In this type of testing we need to remember a few things. First, let us remember we have faced times of testing before. Following 9-11 I saw a great nation rise as one to honor the brave, to grieve with the grieving and to embrace unavoidable new duties, and I have no doubt, none at all, that this spirit of service and sacrifice is alive and well in America. Second, let us remember that empathy and simple kindness are essential powerful tools of national recovery. Even at an appropriate social distance, we can find ways to be present in the lives of others, to ease their anxiety and share their burdens. Third, let’s remember that the suffering we experience as a nation does not fall evenly. In the days to come it will be especially important to care in practical ways for the elderly, the ill and the unemployed. Finally, let us remember how small our differences are in the face of this shared threat. In the final analysis, we are not partisan combatants, we are human beings, equally vulnerable and equally wonderful in the sight of God. We rise or fall together and we are determined to rise. God bless you all.”

— George W. Bush


In Which Emily Got Baked and More…

I hope you are healthy, doing well, and able to adapt in some manner to our current day-to-day.

It’s interesting to me that while we are all going through the same thing, this COVID-19 pandemic, each of us is experiencing it in different ways. Our physical health, our mental health, the well-being of our family, our finances, the lack of social interaction, how we feel about uncertainty — each of these contributes to our unique, personal experience.

So how are you dealing with your experience of COVID-19?

I will tell you that I have one friend who is cooking and gardening daily. Another has been purging and decluttering since March. One has filled every moment of every day with physical activities — yard work, house repairs, minor construction projects. And another is simply comatose.

I’m somewhere in between all of that — a hodge-podge of creative projects, housecleaning, attempts at self-care, mask-covered errands, and deep, deep, dream-fill sleep.

“My grandmother once gave me a tip: In difficult times, you move forward in small steps. Do what you have to do, but little by little. Don’t think about the future, or what may happen tomorrow. Wash the dishes. Remove the dust. Write a letter. Make a soup. You see? You are advancing step by step. Take a step and stop. Rest a little. Praise yourself. Take another step. Then another. You won’t notice, but your steps will grow more and more. And the time will come when you can think about the future without crying.” – Elena Mikhalkova, Midwives of the Soul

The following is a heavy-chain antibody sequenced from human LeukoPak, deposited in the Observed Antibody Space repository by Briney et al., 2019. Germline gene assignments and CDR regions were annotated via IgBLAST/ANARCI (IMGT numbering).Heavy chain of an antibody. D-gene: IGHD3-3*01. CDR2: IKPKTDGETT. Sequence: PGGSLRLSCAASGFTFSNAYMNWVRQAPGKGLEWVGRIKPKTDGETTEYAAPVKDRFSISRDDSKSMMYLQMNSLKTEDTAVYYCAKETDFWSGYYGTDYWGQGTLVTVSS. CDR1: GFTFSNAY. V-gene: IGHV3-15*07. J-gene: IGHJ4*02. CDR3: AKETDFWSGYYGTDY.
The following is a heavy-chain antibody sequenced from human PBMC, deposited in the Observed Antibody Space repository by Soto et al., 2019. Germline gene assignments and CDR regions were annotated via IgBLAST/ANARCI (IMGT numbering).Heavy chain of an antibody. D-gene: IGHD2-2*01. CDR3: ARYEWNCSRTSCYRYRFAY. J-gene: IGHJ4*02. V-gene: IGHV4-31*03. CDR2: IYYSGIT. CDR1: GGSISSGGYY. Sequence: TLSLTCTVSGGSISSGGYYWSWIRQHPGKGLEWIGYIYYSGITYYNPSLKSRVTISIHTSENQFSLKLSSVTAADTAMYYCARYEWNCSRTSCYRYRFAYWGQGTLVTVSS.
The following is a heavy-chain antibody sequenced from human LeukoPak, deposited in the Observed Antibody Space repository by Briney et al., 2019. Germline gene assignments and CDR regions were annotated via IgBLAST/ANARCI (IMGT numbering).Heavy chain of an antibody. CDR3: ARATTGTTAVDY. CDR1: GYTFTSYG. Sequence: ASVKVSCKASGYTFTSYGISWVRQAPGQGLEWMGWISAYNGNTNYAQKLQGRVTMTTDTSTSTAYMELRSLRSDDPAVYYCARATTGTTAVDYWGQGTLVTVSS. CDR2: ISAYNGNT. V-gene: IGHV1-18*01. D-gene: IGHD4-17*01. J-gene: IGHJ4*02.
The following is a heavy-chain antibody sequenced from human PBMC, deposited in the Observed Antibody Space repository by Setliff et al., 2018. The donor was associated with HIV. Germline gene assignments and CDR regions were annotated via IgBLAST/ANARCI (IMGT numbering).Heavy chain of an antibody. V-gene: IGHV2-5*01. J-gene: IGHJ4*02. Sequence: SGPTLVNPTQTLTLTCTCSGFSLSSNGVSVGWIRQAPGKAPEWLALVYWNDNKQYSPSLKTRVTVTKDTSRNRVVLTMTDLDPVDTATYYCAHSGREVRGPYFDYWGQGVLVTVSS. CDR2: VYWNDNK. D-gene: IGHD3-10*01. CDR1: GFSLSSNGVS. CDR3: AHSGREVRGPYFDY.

hodge-podge /ˈhäjˌpäj/ noun 1. a muddled-together bunch of stuff; 2. a dialectical concept in Discordianism that posits that the tendency for restriction and control in society is matched proportionately by a counter-resulting tendency for chaos and randomness, and vice-versa.

Hodge-podge, also: an unorganized group of items. Like this newsletter…in which I thought I’d just pull together some odds and ends for you to consider…

Emily Got Baked

In celebration of National Poetry Month and NaPoWriMo I wrote a poem a day. You can read all 30 of them here, then join me as I cap off the celebration by baking Emily Dickinson’s Coconut Quick Break. (recipe)

Barefoot in the Kitchen

This extended pause in our regularly scheduled programming has found me more and more in the kitchen. Emily’s cake is the most recent creation. But I also tried my hand at some of these recipes you might want to check out yourself!

Mango Cocktails
Coconut Cake
Balsamic Roast Beef
Coffee Cake
Parker’s Beef Stew

Red meat, alcohol, and cake – a holy trinity.


Ina Garten is my go-to food guru, as you can tell from the number of her recipes above, but I confess…I have more recently been inspired by Mr. Stanley Tucci. As you may recall — see “Waiting for Stanley Tucci” — I’m a big fan.

Apparently, so is the whole rest of the world now, after this yummy video of Mr. Tucci’s evening cocktail hour.

Negroni anyone?

Combine equal parts gin, Campari, and sweet vermouth in an ice-filled Old Fashioned glass; stir gently and garnish with an orange twist.


Speaking of vicarious…This month, on Random Act of Writing, we’re taking a little Road Trip. Want to get out of the house and take a trip vicariously? ROAD TRIP: BIG BEND starts up on Monday!

Final Realizations

We are seven weeks into this pause, with at least three more weeks to go before things slowly begin to open back up.

These are difficult times, certainly. But if you’re able to — savor them and remember them. Remember the time spent doing things you enjoy, that extra time with your loved ones, the pleasure of making a meal or taking a nap, the inner strength you found to deal with your circumstances.

Because before you know it, that big machine is going to start churning again, and we might be seduced back to the way things were before…maybe.

Or maybe we’ll start to make some changes…

“In the bad, we find the good,” writes British performance artist and poet Tom Foolery, who created a thoughtful video called The Great Realisation.

I’ll leave you with that to think on as we step bravely into the next month and into our next chapter.

Take good care and be well…

If you’re looking for something new to read, my books (now available in print and as ebooks) can be purchased from my ETSY SHOP. Bonus: they come autographed, with gratitude and a small gift.